Nigeria loses N636bn oil revenue, as production dips

Oil rig

The repeated slump in Nigeria’s monthly oil outputs since January 2024 has resulted in a revenue loss of about N636.3bn, findings have revealed.

Oil rig2

Oil production data obtained from a Federal Government agency indicated that Nigeria produced 1.43 million barrels of crude oil (excluding condensates) in January this year, but this nosedived to 1.25mbpd in May.

Figures obtained from the Nigerian Upstream Petroleum Regulatory Commission showed that while the total volume of crude produced in January was 44.22 million barrels, it dropped to 38.8 million barrels in May.

This represents a crude oil production plunge of 5.43 million barrels between January and May this year, based on NUPRC data.

The average cost of Brent, the global benchmark for crude oil in January was $80.12/barrel. It moved up marginally to $81.75 in May, according to data from Statistica, an international statistical firm.

Also, the average exchange rate of the naira against the United States dollar in May this year was N1,434.1/$. The Naira has been struggling since January this year, dropping in value repeatedly against the dollar.

Based on the 5.43 million barrels crude oil production plunge, price of Brent and exchange rate of the naira in May, Nigeria lost estimated revenue of about N636.3bn between January and May this year.

Meanwhile, it was further observed that while Nigeria produced 1.43mbpd of crude oil in January, this dropped to 1.32mbpd in February, crashed to 1.23mbpd in March, rose up a little to 1.28mbpd in April, before falling to 1.25mbpd in May.

The continued plunge in Nigeria’s oil production has been blamed on the incessant vandalism of oil pipelines as well as crude oil theft. Efforts have been ongoing to end this, though not as fruitful as expected yet.

On June 13, 2024, for instance, the Nigerian National Petroleum Company Limited (NNPCL), urged the judiciary to create a special court to try culprits of oil theft and pipeline vandalism.

NNPC’s Group Chief Executive Officer, (GCEO), Mele Kyari, made the plea at the National Judges Capacity Building Workshop on the Petroleum Industry Act (PIA) 2021, organised by the National Judicial Institute and INVESTIN 234, which was held in Abuja.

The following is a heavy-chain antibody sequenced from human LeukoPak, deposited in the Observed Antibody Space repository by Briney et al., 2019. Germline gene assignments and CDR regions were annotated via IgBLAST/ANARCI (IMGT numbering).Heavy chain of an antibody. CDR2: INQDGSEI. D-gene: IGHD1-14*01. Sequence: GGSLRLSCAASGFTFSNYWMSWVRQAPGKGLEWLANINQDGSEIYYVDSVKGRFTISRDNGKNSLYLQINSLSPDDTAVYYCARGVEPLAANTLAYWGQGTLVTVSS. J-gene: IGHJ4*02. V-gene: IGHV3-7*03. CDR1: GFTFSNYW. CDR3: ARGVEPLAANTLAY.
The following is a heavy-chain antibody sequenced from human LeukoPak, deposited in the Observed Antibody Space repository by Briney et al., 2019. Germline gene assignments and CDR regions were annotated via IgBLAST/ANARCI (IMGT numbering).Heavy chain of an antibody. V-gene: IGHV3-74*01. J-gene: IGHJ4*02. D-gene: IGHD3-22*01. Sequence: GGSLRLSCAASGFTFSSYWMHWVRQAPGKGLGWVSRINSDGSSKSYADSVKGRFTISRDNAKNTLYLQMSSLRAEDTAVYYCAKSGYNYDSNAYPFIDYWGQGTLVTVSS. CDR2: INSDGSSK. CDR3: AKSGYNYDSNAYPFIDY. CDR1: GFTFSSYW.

Kyari also urged the Judiciary to accelerate hearings on offences related to crude oil theft and pipeline vandalism, according to a statement issued by the NNPC  spokesperson, Olufemi Soneye, at the time.

The NNPC helmsman further called for the support of the judiciary in tackling the twin challenges of crude oil theft and pipeline vandalism in order for the oil and gas industry to achieve its full potential as an enabler of national economic and industrial growth.

Kyari had said, “The gains of the PIA have been severely undermined by crude oil theft and pipeline vandalism and urged the judiciary to consider the creation of a special court to try offences related to crude oil theft and pipeline vandalism or granting accelerated hearings to such cases”. He explained that the role of the Judiciary was critical to the success of the efforts of the various security arrangements put in place by NNPC, the law enforcement agencies and other stakeholders in the industry.

The GCEO had also called on the Judiciary to accelerate hearing on criminal cases in their courts, through timely determination of the criminal charges and imposing adequate punishments and sanctions on culprits to serve as deterrence to others.

He said NNPC remained committed to collaborating with all relevant stakeholders to ensure the successful implementation of the PIA.

Crude oil theft has also been a major obstacle to the operations of refineries in Nigeria. It limits the government’s revenue from oil exports, as well as deny international oil companies major oil earnings. Recall that major oil companies have lamented the impact of oil theft and pipeline vandalism on the availability of crude for local refineries.

The Director-General of the Lagos State Chamber of Commerce and Industry, (LCCI), Dr. Chinyere Almona, while speaking on behalf of the companies, through the Oil Producers Trade Section in LCCI, identified crude oil theft and pipeline vandalism as factors hindering the oil majors’ inability to meet their daily quotas.

Almona also explained that modular refineries were finding it hard to get enough crude. She also identified low crude oil production in Nigeria as a factor limiting international oil companies’ capacity to supply crude to the Dangote Petroleum Refinery, and other modular refineries.

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